CARS.COM — The 2017 Lexus NX 300h is a uniquely shaped luxury SUV with its sharp angular grille and body panels that look as reflective to radar as a Lockheed F-117 Nighthawk "stealth fighter." Its uniqueness carries over inside, where NX models with navigation come with a highly controversial and distinctive multimedia system controller.
Called Remote Touch, the laptop-like touchpad is used to control functions of the navigation system, in-car applications and media sources. The display screen isn't a touchscreen, so the majority of the functions are accessed via the touchpad. In many luxury cars and in NX models without navigation, this is done through a dial controller such as BMW's iDrive or Mercedes-Benz's Comand, but in the NX 300h with navigation it's the touchpad.
The multimedia system as a whole is fairly stout with features such as wireless charging and the Lexus Enform App Suite, which includes Pandora, iHeartRadio and Slacker streaming music. There's also a mobile app that allows owners to lock/unlock the doors and remotely start the SUV through a phone (subscription-based after a yearlong free trial). An easy-to-read user interface also makes sorting through music libraries and radio presets easy. However, the NX, and all 2017 Lexus models, lack the ultimate in user-friendly mobile integration: Apple CarPlay and Android Auto, but Siri Eyes Free lets you access Siri commands when paired with an iPhone.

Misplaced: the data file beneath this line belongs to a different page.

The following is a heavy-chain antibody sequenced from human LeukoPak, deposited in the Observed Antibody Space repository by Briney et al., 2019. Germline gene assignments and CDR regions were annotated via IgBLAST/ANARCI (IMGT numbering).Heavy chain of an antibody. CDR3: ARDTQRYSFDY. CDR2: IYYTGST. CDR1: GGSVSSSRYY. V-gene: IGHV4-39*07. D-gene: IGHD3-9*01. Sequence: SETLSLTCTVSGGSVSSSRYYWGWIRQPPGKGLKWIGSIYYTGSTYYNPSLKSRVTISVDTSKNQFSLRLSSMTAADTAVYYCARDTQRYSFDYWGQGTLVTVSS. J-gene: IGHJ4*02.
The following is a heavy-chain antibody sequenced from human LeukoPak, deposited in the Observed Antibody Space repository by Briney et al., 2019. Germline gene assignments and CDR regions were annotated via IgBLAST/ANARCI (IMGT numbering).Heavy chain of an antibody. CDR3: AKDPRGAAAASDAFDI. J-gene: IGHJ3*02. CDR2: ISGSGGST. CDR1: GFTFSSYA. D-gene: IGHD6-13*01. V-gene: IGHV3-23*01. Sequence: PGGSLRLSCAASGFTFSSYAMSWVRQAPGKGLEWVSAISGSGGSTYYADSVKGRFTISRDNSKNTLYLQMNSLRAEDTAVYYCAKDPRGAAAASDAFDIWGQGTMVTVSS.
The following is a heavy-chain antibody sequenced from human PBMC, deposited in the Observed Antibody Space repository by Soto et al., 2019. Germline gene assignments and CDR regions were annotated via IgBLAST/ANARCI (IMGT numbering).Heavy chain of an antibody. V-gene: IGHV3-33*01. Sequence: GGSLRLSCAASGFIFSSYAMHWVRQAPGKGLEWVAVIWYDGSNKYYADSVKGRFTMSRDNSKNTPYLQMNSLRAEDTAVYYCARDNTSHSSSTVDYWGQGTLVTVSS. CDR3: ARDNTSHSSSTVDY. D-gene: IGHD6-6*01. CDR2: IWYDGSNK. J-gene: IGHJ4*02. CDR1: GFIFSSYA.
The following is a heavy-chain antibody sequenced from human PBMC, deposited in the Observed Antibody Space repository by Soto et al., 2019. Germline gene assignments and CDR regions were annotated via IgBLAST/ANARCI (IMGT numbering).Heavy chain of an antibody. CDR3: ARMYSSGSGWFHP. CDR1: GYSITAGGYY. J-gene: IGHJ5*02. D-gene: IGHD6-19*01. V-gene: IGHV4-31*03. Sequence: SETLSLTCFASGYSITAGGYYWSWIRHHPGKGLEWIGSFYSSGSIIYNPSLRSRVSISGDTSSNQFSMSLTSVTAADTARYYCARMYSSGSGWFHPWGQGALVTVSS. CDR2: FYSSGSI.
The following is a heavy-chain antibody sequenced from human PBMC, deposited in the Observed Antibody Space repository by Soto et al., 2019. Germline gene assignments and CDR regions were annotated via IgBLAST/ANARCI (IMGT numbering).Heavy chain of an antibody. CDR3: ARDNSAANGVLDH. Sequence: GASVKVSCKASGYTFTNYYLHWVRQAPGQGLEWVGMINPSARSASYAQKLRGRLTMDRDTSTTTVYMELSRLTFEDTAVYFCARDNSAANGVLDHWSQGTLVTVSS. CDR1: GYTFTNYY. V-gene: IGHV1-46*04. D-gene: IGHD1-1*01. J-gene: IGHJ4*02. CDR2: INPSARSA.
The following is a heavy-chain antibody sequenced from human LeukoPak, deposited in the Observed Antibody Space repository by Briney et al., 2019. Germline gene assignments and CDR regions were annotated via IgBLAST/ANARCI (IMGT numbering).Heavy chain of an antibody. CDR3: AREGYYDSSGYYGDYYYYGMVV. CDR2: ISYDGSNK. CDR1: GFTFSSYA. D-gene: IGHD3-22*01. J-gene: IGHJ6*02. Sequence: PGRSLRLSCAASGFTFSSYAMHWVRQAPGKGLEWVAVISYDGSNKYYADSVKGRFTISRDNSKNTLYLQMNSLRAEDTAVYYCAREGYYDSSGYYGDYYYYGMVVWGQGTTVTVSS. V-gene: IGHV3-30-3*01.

The number of features packaged into the NX's navigation is what makes it so painful to use the Remote Touch touchpad. Our editors said that the using the touchpad is distracting while driving and that the touchpad is sometimes too sensitive and other times not sensitive enough. We often experienced false clicks taking us to a menu we didn't want. The cursor's default setting is dull enough that a full swipe of the touchpad only results in the cursor traveling across about 85 percent of the screen — dealerships can reportedly change the pointer speed setting, and after digging around I found a dealership video tutorial;use at the risk of screwing up the settings.
Pointer speed isn't going to fix the fundamental problems with the touchpad, however, since it's just not a control that translates well while driving. It's not easy to predict where the cursor will end up after a swipe and if it will grab onto the intended icon when swiped in that general direction. I recommend the NX without navigation, especially for 2017, because the standard media system (called Display Audio) has a dial controller and the newly added Scout GPS integration. Scout GPS is a free smartphone navigation application that projects to the NX's in-car display. We've used Scout GPS integration in Toyota vehicles and while it's not as refined as Android Auto's Google Maps integration, it's passable.
Remote Touch in the Lexus RX mid-size SUV uses a joystick controller that's more intuitive and predictable than the touchpad, but only slightly. Lexus' multimedia controller is the heart of the navigation and multimedia systems, and while unique, it comes up short of offering the user-friendliness of a touchscreen or traditional dial controller.